How could no-one know about CAR sex abuse allegations, asks UN human rights chief

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Zeid Ra'ad Al Hussein. UN Photo/Jean-Marc Ferré

"Savage harm" done to children by French troops would have been known by their military masters who should have investigated the matter much sooner, the UN's human rights chief said Friday.

In a strong defence of the UN's role in the Central African Republic sex abuse case, High Commissioner Zeid Ra'ad Al Hussein insisted that France had authority in the matter but had not acted on available information.

The High Commissioner said that France's intervention in CAR had saved it from "almost certain collapse" but the abuse was most likely just "the tip of the iceberg".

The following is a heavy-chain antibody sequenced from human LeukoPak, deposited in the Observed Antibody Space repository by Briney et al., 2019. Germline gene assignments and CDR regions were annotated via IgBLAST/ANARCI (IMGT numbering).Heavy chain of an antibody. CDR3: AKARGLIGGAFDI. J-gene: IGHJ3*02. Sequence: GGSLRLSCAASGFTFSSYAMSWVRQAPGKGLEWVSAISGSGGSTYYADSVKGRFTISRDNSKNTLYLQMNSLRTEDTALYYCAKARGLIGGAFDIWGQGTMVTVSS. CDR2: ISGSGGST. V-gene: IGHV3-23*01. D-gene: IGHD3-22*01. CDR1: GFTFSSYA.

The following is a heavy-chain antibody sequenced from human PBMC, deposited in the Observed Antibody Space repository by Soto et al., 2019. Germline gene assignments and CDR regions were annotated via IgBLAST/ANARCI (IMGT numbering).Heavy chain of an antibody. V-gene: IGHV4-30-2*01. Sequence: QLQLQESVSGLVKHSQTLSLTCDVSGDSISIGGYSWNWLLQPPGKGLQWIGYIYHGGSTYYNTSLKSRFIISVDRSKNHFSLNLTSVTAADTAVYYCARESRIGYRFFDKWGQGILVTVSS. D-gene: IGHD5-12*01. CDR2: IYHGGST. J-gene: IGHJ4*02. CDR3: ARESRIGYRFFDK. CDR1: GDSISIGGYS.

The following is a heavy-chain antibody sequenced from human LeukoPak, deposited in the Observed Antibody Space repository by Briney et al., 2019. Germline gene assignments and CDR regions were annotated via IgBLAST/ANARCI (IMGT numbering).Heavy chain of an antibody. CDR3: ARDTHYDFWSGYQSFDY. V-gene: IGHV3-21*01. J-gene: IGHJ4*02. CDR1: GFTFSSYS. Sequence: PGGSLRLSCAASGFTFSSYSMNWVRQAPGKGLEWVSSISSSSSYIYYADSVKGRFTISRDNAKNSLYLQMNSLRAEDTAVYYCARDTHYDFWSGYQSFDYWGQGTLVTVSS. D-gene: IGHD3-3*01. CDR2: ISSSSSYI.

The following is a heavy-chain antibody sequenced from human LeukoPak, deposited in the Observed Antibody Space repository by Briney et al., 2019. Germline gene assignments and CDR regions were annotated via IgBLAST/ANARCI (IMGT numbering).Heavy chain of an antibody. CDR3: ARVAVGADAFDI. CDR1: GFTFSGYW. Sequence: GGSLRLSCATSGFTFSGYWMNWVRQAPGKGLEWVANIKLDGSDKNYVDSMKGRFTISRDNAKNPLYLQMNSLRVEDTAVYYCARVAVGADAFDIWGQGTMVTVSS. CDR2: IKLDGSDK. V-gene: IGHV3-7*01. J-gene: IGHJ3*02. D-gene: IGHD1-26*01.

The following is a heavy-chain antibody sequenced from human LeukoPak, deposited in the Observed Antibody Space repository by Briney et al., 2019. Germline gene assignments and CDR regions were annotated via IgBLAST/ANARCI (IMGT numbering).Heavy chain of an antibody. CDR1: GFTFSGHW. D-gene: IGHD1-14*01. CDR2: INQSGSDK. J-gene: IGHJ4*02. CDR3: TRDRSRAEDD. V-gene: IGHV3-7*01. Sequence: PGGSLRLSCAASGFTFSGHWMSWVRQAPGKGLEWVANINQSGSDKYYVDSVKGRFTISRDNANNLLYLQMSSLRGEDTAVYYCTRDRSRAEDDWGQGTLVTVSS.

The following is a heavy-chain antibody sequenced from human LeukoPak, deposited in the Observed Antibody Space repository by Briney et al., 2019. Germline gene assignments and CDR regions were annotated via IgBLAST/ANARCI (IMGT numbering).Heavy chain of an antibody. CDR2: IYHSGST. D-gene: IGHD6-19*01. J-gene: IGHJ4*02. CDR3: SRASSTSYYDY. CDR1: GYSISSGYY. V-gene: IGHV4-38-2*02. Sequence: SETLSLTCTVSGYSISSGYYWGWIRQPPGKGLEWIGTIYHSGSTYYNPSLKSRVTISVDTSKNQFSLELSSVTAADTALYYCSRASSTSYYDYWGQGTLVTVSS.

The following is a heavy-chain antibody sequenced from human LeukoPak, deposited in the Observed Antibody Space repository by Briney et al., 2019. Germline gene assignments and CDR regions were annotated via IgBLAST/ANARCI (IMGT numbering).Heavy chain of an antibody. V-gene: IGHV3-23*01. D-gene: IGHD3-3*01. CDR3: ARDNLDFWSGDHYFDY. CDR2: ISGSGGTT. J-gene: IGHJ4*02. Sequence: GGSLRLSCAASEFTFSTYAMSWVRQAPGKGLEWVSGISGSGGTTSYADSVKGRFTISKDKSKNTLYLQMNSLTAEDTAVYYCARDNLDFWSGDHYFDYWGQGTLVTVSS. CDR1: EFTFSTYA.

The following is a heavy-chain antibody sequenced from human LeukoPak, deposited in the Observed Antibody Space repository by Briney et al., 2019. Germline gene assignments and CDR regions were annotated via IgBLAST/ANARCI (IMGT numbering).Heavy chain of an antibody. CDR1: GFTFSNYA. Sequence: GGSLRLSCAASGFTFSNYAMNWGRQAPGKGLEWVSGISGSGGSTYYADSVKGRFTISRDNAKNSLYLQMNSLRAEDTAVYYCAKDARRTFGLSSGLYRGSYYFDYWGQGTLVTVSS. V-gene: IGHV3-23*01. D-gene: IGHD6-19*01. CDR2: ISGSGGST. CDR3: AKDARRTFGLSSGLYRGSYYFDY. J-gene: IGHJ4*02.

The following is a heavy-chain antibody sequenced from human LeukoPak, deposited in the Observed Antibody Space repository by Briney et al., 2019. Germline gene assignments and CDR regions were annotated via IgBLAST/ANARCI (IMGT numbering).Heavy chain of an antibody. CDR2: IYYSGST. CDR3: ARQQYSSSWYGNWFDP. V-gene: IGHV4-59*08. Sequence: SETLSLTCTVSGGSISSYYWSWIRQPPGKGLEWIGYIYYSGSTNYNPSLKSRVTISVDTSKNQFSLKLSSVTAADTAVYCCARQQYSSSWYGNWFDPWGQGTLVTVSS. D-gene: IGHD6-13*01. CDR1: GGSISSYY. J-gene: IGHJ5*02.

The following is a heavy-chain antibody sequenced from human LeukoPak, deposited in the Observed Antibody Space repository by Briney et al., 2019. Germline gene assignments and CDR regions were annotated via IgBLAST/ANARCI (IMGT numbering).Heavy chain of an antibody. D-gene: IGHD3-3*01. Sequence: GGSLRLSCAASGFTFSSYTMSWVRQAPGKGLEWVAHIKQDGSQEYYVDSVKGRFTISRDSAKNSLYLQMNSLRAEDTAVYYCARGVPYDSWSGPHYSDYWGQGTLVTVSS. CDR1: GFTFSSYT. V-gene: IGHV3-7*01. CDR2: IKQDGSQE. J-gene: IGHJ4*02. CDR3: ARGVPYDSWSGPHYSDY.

Daniel Johnson has more.

Describing the abuse allegations as "corrosive", the UN's top human rights official asked how it was possible that France failed to investigate the claims when they first appeared in December 2013.

In fact, he added, there was still no inquiry by mid-May, and it took a leaked UN probe to trigger the French response to look into the matter.

This delay should be "properly understood", he said.

"How is it that nobody knew about these abuses between December and May…it is seldom just a case of one soldier, two soldiers, 12 soldiers, 15 soldiers, others would know, they could be non-commissioned officers, they could be junior officers, they could be platoon commanders…how is it that nobody knows."

Zeid Ra'ad Al Hussein insisted that the French-led force had been instrumental in preventing further violence between anti-Balaka and ex-Seleka fighters in Central African Republic.
But experience showed that the abuse was likely "only the "tip of the iceberg" where the military command is "weak", the High Commissioner said.

He added that French investigators had an opportunity to set a "really high benchmark" with their investigation and eliminate such abuse in future.

Daniel Johnson, United Nations

Duration: 1'15"

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